Can lame duck Congress carry a Farm Bill stumble across the finish line?
Author: Kate Fitzgerald
Senators and Representatives are back in Washington, DC for the final session of the 112th Congress, and speculation is high about whether the Farm Bill will get done before the final gavel.
As Congress and the White House negotiate how to avoid the $500 billion in tax increases and budget cuts referred to as the ‘fiscal cliff,’ the Farm Bill is “very much part of the discussion,” according to Michigan Senator Debbie Stabenow.
The idea is that the multibillion dollar cuts included in the Farm Bill would be helpful to legislators as they look for ways to reduce government spending and demonstrate a genuine commitment to deficit reduction while avoiding destructive across-the-board cuts that will begin on January 2 if no deal is reached.
Rep Collin Peterson (DFL-MN), Rep. Frank Lucas (R-OK),
Secretary of Agriculture Tom Vilsack, Sen. Debbie Stabenow (D-MI),
Sen. Pat Roberts (R-KS)
House Agriculture Committee Chairman Frank Lucas summed up the situation when he commented, “I consider the farm bill to be a big matter but in the eyes of many in this place (Congress and the White House), it is a $23 billion or $35 billion piggybank that fits into everything else.” The fate of a 2012 Farm Bill is now in the hands of Congressional leadership and the White House and will depend on whether they can find an acceptable middle ground that protects entitlement programs crucial to Democrats and allows Republicans to say that they did not raise taxes.
The Farm Bill’s expiration two months ago has not yet had a significant impact on the American food system, but that could change in January when domestic milk policy returns to the “permanent law” of 1949, which guarantees dairy farmers a fair, or “parity,” price double current milk prices. Seven dollars for a gallon of milk would be quite a shock to consumers.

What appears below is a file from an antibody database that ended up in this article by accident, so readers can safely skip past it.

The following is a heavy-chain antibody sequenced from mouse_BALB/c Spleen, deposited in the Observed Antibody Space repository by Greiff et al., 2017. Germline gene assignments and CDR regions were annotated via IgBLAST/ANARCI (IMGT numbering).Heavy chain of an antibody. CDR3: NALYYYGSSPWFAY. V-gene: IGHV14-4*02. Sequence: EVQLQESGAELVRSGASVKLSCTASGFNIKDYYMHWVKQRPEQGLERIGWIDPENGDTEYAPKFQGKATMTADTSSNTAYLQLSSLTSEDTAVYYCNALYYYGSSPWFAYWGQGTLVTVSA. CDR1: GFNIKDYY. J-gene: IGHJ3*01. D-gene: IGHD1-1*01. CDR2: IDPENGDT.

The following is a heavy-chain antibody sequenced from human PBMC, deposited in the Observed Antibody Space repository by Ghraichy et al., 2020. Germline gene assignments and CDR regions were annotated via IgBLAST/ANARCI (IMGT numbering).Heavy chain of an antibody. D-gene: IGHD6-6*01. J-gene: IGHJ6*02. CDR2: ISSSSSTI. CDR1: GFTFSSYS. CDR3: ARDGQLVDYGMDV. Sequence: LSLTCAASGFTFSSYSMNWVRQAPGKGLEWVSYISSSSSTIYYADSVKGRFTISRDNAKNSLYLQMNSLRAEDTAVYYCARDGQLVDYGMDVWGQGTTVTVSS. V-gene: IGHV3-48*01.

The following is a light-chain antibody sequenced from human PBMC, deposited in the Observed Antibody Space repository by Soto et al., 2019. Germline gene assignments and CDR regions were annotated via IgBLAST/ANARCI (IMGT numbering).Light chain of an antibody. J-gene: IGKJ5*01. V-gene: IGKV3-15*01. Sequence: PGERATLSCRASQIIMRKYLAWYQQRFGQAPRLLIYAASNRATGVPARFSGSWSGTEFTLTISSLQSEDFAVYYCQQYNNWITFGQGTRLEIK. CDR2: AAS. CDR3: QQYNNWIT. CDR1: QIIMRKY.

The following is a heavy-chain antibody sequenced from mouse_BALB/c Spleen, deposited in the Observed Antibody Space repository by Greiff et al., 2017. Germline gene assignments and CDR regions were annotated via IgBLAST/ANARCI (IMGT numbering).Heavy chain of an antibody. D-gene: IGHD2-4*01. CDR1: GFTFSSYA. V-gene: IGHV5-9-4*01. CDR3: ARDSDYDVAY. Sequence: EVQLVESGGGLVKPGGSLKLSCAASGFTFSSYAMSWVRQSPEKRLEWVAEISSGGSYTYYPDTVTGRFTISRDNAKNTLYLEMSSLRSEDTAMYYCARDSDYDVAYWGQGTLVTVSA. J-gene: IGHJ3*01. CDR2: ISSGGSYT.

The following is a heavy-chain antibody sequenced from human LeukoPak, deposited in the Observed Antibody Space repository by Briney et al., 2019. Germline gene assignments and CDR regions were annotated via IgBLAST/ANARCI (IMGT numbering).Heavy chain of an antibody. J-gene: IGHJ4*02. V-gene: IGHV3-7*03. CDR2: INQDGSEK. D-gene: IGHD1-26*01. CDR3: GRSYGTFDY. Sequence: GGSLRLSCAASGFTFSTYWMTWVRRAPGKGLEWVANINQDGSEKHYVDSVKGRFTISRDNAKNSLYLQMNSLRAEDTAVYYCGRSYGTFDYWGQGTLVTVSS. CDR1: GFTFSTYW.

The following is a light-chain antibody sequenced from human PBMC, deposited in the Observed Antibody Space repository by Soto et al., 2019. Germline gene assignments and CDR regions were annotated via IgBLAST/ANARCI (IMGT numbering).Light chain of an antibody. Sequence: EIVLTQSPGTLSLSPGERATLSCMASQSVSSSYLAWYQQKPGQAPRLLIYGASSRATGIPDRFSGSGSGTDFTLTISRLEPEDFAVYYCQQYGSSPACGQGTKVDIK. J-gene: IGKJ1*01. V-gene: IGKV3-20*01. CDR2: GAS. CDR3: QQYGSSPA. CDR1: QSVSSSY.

If prospects for a debt deal that includes the Farm Bill start to dim, Agriculture Committee leaders may opt to try to pass an extension of the 2008 law before this Congress adjourns at the end of December. The extension could be for several months or a year and would mean that the whole Farm Bill process would begin again when the 113th Congress convenes next year, as all unfinished pieces of legislation die at the end of each Congress.
An extension can not include new programs so it would delay initiatives such as the $100 million provision in the Senate bill to create a national pilot program based on Fair Food Network’s Double Up Food Bucks, new funding to create food hubs to help bring local food to markets, and increased support for the successful Community Food Projects grants program.
Congress has less than a month to act, so if you would like to see them pass a Farm Bill this year – let your member of Congress know. We at FFN encourage you to click here to find your Senators’ and Representatives’ information, and contact them today!